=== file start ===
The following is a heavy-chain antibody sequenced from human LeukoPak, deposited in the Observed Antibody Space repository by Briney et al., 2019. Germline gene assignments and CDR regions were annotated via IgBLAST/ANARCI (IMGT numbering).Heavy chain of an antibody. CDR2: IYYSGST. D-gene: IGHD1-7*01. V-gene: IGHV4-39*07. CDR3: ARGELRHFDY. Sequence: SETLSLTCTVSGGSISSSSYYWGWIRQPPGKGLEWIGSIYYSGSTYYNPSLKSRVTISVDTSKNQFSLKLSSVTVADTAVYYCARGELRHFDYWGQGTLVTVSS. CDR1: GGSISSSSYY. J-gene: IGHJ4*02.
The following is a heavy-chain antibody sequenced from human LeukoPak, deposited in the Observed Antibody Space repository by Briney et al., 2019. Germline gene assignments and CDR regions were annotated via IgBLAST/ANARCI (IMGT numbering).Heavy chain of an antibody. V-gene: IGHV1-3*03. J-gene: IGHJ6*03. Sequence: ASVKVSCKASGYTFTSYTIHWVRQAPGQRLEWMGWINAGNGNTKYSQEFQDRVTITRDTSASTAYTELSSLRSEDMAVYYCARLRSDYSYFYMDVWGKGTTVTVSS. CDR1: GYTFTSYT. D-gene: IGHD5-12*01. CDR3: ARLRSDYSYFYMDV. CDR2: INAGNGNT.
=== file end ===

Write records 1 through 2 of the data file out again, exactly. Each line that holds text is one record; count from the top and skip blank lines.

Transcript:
The following is a heavy-chain antibody sequenced from human LeukoPak, deposited in the Observed Antibody Space repository by Briney et al., 2019. Germline gene assignments and CDR regions were annotated via IgBLAST/ANARCI (IMGT numbering).Heavy chain of an antibody. CDR2: IYYSGST. D-gene: IGHD1-7*01. V-gene: IGHV4-39*07. CDR3: ARGELRHFDY. Sequence: SETLSLTCTVSGGSISSSSYYWGWIRQPPGKGLEWIGSIYYSGSTYYNPSLKSRVTISVDTSKNQFSLKLSSVTVADTAVYYCARGELRHFDYWGQGTLVTVSS. CDR1: GGSISSSSYY. J-gene: IGHJ4*02.
The following is a heavy-chain antibody sequenced from human LeukoPak, deposited in the Observed Antibody Space repository by Briney et al., 2019. Germline gene assignments and CDR regions were annotated via IgBLAST/ANARCI (IMGT numbering).Heavy chain of an antibody. V-gene: IGHV1-3*03. J-gene: IGHJ6*03. Sequence: ASVKVSCKASGYTFTSYTIHWVRQAPGQRLEWMGWINAGNGNTKYSQEFQDRVTITRDTSASTAYTELSSLRSEDMAVYYCARLRSDYSYFYMDVWGKGTTVTVSS. CDR1: GYTFTSYT. D-gene: IGHD5-12*01. CDR3: ARLRSDYSYFYMDV. CDR2: INAGNGNT.